Proud new pop Jay-Z says he’s sworn off calling women “b——” in his raps now that he has a “wicked-a– lil’ ‘B’ ” of his own, but he’s still brandishing the n-word — the one he built his multi-million-dollar empire on — in a lullaby to his baby girl, featuring such linguistic plums as “Your Grandpop died of n—- failure,” “G——, I can’t deliver failure” and “So there you have it, s— happens.”
It sure does and one fallout is that this homeboy has an ego bigger than his vocabulary. Shawn Carter demonstrated as much when he took over Lenox Hill Hospital last week for the birth of his child without a thought to other pregnant moms there. That conceit wouldn’t be acceptable even if the self-proclaimed “Jay-Hova” had done something positive for humanity besides promoting social indignities and vulgar behavior to make a buck, not a difference.
No doubt Jay-Z is successful if marketability is the yardstick of excellence, parlaying his gangsta grooves into lucrative businesses in fashion, cuisine, sports and advertising, making him the world’s second wealthiest hip-hop artist, according to Forbes magazine. Low-brow black intellectuals even portray “Jigga” as Christ, with Georgetown University Professor Michael Eric Dyson justifying his pop culture course — “Sociology of Hip-Hop: Jay-Z” — by stating, “It’s like Jesus talking to the woman at the well. You ask for a drink of water, then you get into some theological discussions.”
If excellence is judged, however, by a person’s impact on humanity, then Jay-Z is a failure. His stock-in-trade is peddling negative black stereotypes for his own profit while hawking T-shirts at Occupy Wall Street rallies without sharing the proceeds, and engaging in lofty partnerships with the U.N. to fix the world’s water crisis because, “I was looking for a cause.”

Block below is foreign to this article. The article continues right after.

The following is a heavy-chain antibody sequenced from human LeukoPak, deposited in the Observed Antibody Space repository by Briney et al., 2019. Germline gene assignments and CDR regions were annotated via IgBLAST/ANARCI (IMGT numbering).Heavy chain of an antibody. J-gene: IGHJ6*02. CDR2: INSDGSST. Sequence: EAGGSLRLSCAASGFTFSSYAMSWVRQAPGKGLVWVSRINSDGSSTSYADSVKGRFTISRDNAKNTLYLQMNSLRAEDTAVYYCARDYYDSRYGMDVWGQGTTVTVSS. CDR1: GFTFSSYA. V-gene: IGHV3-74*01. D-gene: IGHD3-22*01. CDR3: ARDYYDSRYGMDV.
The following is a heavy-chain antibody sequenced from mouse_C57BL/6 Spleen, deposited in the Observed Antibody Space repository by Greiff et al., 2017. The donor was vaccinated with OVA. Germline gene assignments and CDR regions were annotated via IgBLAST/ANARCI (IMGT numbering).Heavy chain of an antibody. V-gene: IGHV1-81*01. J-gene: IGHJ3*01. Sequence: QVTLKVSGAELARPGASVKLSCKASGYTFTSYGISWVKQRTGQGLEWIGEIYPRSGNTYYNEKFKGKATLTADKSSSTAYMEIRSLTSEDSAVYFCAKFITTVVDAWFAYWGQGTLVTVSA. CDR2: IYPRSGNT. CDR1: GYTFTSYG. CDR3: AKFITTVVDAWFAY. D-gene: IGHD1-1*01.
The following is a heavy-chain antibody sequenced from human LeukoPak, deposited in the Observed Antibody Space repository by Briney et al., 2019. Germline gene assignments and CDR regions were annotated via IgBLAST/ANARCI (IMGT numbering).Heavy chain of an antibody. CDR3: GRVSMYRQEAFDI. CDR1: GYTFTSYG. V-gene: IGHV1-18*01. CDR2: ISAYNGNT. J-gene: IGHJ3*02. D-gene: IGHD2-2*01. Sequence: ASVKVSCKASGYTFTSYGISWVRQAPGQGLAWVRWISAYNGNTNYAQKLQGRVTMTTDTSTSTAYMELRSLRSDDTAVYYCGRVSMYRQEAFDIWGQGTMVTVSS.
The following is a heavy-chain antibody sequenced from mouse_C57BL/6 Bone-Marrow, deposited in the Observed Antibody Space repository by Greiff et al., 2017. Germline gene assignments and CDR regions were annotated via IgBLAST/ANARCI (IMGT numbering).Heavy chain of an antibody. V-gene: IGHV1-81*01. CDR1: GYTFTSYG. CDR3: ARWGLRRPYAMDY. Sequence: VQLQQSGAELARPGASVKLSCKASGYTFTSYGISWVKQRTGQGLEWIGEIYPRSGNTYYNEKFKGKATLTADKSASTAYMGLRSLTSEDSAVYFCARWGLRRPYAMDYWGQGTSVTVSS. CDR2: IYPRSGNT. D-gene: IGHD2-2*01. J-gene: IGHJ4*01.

How about pursuing the cause of giving some real hope to disenfranchised youngsters by showing them the way out of the ghetto, Hov? History books are full of African-Americans overcoming their humble roots without resorting to the gutter; among them, singer Louis Armstrong, human rights activist Sojourner Truth, clockmaker, surveyor, and astronomer Benjamin Banneker, and Garrett Augustus Morgan, who invented a precursor to the gas mask and a traffic signal — all of them born in a ghetto or children of slaves.
By comparison, Jay-Z is a herb who owes his fame and fortune to lousy lyrics such as “I’m like f— critics you can kiss my whole a——” (“99 Problems”), “Rap music let these m———— know what we about, I know these gay a– record labels keep f—–’ n—–” (“Real N—–”), and “Aint no n—- like the one I got, no one can f— you betta” (“Ain’t No N—–”).
In Zack O’Malley Greenburg’s biography, “Empire State of Mind: How Jay-Z Went From Street Corner to Corner Office,” rapper Johnathan “Jaz-O” Burks says, “[Jay-Z’s] done so well, many have forgotten he started as a street hustler, who sold crack by the kilo, was nearly murdered by a rival and narrowly escaped jail after cops pulled him over when his car was loaded with cocaine, [and later] plunged a knife into the belly of a man he thought was stealing music profits from him.”
Then, again, many haven’t — sadly for baby Blue Ivy.